This is the third and final review of the trio of new ‘Hot Sauces’ from Heinz, this time, The Fiery & Sweet Yellow Habanero Hot Sauce. Heinz have come a long way since their ’57′ varieties, goodness knows how many products have Heinz on them now but it must be in the 1000′s. Anyway let’s get on with the review.
The bottle is the typical Lea & Perrins shape and size, 150ml in volume and the the glass is embossed with the aforementioned ’57′ around the neck, something only a big company could afford. The label is as before, in the Heinz branding and uses yellow instead of the red and green of the other two sauces in the set. Its functional and does the job but the biggest lettering just says “Hot Sauce”, its only further down that you discover that it is the Yellow Habanero.
Spirit Vinegar, Habanero Chilli (14%), Sugar, Onion, Salt, Garlic, Thickener – Xanthum Gum
Bottle kindly supplied by Heinz
Heinz have used a common pictorial Chilli for the heat guide from one to three, this being a three with the statement ‘Very Hot’. We shall see whether it lives up to this.
I have to mention here that the big companies are in a no win situation when trying to give the consumer a warning about the heat level, because an average Tesco shopper will have gone no further than Tabasco or Nandos for their chilli kick. These shoppers may well find these Heinz sauces ‘very hot’ and tasty, but compared to us, who are a little more accustomed to the world of chilli sauces available in the non supermarket arena, we expect heat and flavour which inevitably the big companies fall down on both counts.
To achieve better flavour means better ingredients, but that means the price will go up and Mr Average shopper won’t pay that, whereas we all know the ever expanding handmade chilli sauce business in the UK is growing and festival goers will happily pay more for a better product.
Back to the sauce in question, it is very yellow but there are no colourings added, so that must be entirely down to the pepper mash used. It is fairly runny but a quick look at the label reveals Xanthum Gum which is produced by the fermentation of glucose, sucrose, or lactose by the Xanthomonas campestris bacterium, so a natural additive and commonly used in the food industry.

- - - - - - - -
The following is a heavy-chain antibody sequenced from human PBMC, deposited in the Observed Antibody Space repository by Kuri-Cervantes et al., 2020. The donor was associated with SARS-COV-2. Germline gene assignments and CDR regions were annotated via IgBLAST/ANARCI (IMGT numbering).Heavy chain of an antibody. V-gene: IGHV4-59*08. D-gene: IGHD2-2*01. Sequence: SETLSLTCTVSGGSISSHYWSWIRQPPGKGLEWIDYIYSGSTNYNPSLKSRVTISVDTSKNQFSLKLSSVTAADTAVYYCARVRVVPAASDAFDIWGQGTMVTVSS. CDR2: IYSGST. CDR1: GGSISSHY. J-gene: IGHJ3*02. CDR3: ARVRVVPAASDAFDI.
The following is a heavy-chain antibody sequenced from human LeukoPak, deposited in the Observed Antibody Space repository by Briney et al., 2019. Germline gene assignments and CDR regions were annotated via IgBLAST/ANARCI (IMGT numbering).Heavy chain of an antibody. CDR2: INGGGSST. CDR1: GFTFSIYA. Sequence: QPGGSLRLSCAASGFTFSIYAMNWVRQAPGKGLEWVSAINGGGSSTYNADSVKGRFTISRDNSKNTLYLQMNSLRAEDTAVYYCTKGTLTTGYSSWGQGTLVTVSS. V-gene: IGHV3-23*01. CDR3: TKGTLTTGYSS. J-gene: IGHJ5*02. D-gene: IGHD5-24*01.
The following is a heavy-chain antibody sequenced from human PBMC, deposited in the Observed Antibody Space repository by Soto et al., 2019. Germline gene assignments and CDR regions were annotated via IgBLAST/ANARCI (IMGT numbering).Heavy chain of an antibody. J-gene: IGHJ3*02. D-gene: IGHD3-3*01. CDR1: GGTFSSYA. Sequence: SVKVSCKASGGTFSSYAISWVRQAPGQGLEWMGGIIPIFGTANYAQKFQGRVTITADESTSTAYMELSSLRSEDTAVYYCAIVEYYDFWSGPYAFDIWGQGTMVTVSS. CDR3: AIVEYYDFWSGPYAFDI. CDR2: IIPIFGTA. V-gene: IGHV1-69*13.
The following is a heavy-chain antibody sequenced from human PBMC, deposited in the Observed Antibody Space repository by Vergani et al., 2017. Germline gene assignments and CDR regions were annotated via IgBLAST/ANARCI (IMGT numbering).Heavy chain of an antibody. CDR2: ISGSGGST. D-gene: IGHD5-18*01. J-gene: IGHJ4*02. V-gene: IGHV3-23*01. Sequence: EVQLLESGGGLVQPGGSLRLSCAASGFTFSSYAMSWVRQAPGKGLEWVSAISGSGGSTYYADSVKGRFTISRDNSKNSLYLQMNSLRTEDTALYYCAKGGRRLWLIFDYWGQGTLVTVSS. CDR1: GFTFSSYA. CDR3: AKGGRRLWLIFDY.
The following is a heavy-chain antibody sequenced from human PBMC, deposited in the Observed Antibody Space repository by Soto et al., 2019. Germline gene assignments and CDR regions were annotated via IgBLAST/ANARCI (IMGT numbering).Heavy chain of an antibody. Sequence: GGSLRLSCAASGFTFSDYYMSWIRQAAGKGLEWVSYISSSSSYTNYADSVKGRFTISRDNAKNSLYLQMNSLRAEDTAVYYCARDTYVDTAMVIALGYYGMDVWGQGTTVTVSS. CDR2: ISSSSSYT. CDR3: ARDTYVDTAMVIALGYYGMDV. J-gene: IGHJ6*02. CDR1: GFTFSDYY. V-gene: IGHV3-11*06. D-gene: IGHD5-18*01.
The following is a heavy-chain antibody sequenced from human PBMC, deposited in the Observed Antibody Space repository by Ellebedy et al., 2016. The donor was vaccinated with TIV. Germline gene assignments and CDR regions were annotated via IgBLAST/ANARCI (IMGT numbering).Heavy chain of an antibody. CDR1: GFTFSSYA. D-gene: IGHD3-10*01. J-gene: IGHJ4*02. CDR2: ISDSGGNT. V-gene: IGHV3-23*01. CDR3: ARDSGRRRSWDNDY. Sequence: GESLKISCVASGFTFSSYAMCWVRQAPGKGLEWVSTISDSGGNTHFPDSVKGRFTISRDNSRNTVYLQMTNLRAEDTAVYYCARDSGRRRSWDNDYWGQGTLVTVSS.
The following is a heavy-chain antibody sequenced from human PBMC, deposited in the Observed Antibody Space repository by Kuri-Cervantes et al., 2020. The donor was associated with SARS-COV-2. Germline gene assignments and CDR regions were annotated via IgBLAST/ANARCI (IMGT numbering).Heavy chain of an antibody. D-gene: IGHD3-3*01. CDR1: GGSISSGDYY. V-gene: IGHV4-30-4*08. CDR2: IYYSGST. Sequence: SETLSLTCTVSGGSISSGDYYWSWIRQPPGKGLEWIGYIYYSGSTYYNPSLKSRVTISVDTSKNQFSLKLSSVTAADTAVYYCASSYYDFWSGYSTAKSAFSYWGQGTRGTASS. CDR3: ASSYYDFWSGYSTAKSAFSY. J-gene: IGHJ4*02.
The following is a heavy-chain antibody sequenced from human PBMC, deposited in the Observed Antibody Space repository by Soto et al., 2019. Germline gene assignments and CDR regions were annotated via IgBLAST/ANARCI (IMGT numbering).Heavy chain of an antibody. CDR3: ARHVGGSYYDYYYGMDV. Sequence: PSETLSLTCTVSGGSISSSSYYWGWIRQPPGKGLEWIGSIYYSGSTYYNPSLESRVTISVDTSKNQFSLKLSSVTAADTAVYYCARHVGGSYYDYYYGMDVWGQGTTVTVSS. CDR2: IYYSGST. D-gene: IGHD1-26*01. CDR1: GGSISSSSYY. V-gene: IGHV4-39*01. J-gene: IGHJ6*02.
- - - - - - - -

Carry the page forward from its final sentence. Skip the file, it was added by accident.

So how does it taste? Upon opening the bottle I am greeted by the bain of my reviewing life, the dropper cap! This is ok in a very watery sauce like Lea & Perrins but with a sauce like this it takes quite a lot of effort to get a teaspoon full from the bottle and is really not needed.
Being as the first ingredient on the list is spirit vinegar, it is no surprise that this is all I can smell at first, there is no way I can pick out the Habanero aroma, just vinegar and onions. Pouring a teaspoonful with the dropper cap removed, I can taste the yellow liquid and it is consistant with the smell of vinegar and onions and a warmth. Spirit Vinegar will always give that vicious pickled onion flavour, which is why most smaller producers use wine vinegars or cider vinegar, giving the acidity needed but not the smack in the face you get with spirit vinegar.
The sauce is fairly sweet as the label suggests but also very sour and leaves a bitterness, similar to capsaicin extract but without the vicious heat. Once the taste goes away there is a half decent burn which carries on for quite a few minutes.
Another thing noted is that it has a slightly slimy texture to it, which would be due to the Xanthum Gum, although I appreciate that this is not designed to be consumed by the spoonful, if drizzled over food or added to cooking, this would not be detectable.
So in summary on the heat level, it is hot, although I’m not sure I would class it as very hot, the standard Encona is hotter than this. I don’t feel it is fair to directly compare these three Heinz Hot Sauces to the handmade Artisan sauces we are lucky enough to have in the UK.
I am impressed that the ingredients list is only 7 items long, usually these type of products have about 20! some of which I have never heard of.
Now I know that Heinz will sell millions of units of each of these mainly because they are Heinz after all, but part of me wishes that all these major players, sauce producers, supermarkets, crisp manufacturers who make chilli this and chilli that would actually approach people like us to help them make these products better, maybe they already do, but in such a growing chilli industry it is such a shame that the majority of the public are not getting a better experience when buying a chilli product in the Supermarket from the International brands.
Well there you have it, this would not be a sauce I would go back to, but saying that it has a half decent burn if you can get past the vinegar and bitterness. You can buy this in Sainsbury’s for £1.49